Happy New Year’s and a Movie Review

I am not dead! This astonishes me, too. New Year’s Resolution: actually update this dratted thing. Once a week. Really. Also, switch up the colour scheme and maybe get a new banner. To celebrate rebooting Snake Stones, I’m going to review a fairy tale—Disney’s new princess movie, Tangled.

Yes, really.

Spoilers ahead. Ye be warned.

I went to see it this Christmas with my mother. In 3d, my first exposure. Wasn’t really worth the money, this new-oldfangled 3d technology, but it was enjoyable nonetheless. I had to resist the urge to grab at things, which was fun.

I loved the movie. It, unlike Princess and the Frog, actually had some of that ole Disney magic, by which I mean, those little details that expanded the fairy tales and made them so much fun for me. In Beauty & the Beast, that would be the enchanted servants; Cinderella, those mice sewing the dress—fun things, unexpected, original even. In Tangled, what I particularly enjoyed was the treatment of her hair. She uses it Indiana Jones-like as a whip, as a pulley, she carries it around, she makes 70 feet of hair actually make sense somehow. I also enjoyed the way Rapunzel was a bit of a talented Renaissance (wo)man, with her painting and her cooking and her sewing and all.

The characterizations stood out, too. Rapunzel made the traditional Disney ingénue-naïveté work. This time, the princess has an excuse to be clueless. Her bipolar guilt/joy swings after getting off the tower were fabulously done. Flynn, too, was a charmer. I like it when Disney princes have character (Erik, Philip, whathisface from Snow White—is that Charming? I will never miss you.) I also enjoyed that he wanted to be Errol Flynn and pulled it off rather well. And Maximus was a nice inversion, the princely charger who is actually…a police-dog trapped in a horse’s body. (Has anyone else noticed that Disney horses always seem to act like dogs? Philippe can track where Belle’s father has gone in the snow; Pheobus’s horse sits). This is clearly not a canon explanation, but when I could just pretend Maximus was magically made into a horse I enjoyed him completely. He almost stole the show. Oh, and Pascal. Pascal was super adorable. And he didn’t speak, which was refreshing.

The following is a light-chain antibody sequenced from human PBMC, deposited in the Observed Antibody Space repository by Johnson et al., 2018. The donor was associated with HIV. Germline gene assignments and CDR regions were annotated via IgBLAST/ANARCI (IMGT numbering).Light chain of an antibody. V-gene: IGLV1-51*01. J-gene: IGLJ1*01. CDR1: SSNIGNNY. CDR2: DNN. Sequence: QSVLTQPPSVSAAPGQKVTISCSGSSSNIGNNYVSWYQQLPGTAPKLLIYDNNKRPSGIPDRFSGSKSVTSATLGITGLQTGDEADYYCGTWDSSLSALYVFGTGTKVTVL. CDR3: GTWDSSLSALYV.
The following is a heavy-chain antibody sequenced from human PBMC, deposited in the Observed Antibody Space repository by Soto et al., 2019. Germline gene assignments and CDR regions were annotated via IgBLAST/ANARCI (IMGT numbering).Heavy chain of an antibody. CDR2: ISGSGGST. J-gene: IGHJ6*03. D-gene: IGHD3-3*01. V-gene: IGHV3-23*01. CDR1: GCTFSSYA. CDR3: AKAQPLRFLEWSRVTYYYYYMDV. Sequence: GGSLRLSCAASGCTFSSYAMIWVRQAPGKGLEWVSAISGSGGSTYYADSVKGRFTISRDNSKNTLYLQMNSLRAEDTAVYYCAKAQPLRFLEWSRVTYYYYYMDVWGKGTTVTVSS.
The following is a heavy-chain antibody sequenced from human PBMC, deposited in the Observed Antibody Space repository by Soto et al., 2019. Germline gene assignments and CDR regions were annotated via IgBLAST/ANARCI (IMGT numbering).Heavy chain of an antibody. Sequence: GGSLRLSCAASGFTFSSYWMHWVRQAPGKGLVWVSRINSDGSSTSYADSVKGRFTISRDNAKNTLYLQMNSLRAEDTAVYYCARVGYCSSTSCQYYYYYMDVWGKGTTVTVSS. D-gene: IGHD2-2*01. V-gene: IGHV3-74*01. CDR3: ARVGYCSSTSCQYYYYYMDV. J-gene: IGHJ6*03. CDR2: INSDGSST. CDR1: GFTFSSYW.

And I liked Rapunzel and Flynn’s relationship, to the point where I groaned when the plot kicked in and fast-forwarded their romance. I wanted to watch it develop. Of course, it must needs be a short kid’s film, but I thought there was enough potential for tension and amusement to not even need the added villainry.

Disney makes some cool villains, and I liked Mother Gothel. The way she used twisted logic on poor clueless Rapunzel—who has never had the chance to encounter another viewpoint—it’s wonderfully evil. It’s some of the worst evil a Disney villain’s gotten up to—psychological stuff can leave definite lasting harm. We don’t get to see that harm at the end, but I can well imagine their happily-ever-after is very much not the candy-coated sweetness that, say, Aurora and Philip will probably have, those two-dimensional lovebirds.

Of course, the film was formulaic and quite predictable and the music was largely forgettable. These are major drawbacks. But I still enjoyed Tangled and would totally watch it again. And again. It’s cheerful and Rapunzel has the same haircut I do at the end of the movie.

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~ by ambergor on 19/01/2011.

One Response to “Happy New Year’s and a Movie Review”

  1. oh man I LOVED Tangled! The frying pan as a weapon- genius! And the horse almost did steal the show, he was fantastic. You are seriously right about the horses acting like dogs; I never noticed but it’s so true. I bet you could find even more examples if you needed too. The music was tragically forgettable, but I guess we can’t quite have it all.

    This review was the perfect ending to my coincidental fairy tale day. I watched Everafter, a TV show with a fairy tale themed ball, and even went out to dinner with my own prince charming 😉

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